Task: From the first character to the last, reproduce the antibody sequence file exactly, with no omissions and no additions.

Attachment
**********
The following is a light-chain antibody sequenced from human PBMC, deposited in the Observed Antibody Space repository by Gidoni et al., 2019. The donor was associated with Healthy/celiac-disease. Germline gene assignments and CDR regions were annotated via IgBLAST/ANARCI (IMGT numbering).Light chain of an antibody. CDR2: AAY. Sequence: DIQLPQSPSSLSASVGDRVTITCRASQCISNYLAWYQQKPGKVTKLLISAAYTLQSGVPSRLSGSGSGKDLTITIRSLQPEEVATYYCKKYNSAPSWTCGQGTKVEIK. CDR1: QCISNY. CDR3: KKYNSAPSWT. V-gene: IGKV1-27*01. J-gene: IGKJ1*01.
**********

The following is a light-chain antibody sequenced from human PBMC, deposited in the Observed Antibody Space repository by Gidoni et al., 2019. The donor was associated with Healthy/celiac-disease. Germline gene assignments and CDR regions were annotated via IgBLAST/ANARCI (IMGT numbering).Light chain of an antibody. CDR2: AAY. Sequence: DIQLPQSPSSLSASVGDRVTITCRASQCISNYLAWYQQKPGKVTKLLISAAYTLQSGVPSRLSGSGSGKDLTITIRSLQPEEVATYYCKKYNSAPSWTCGQGTKVEIK. CDR1: QCISNY. CDR3: KKYNSAPSWT. V-gene: IGKV1-27*01. J-gene: IGKJ1*01.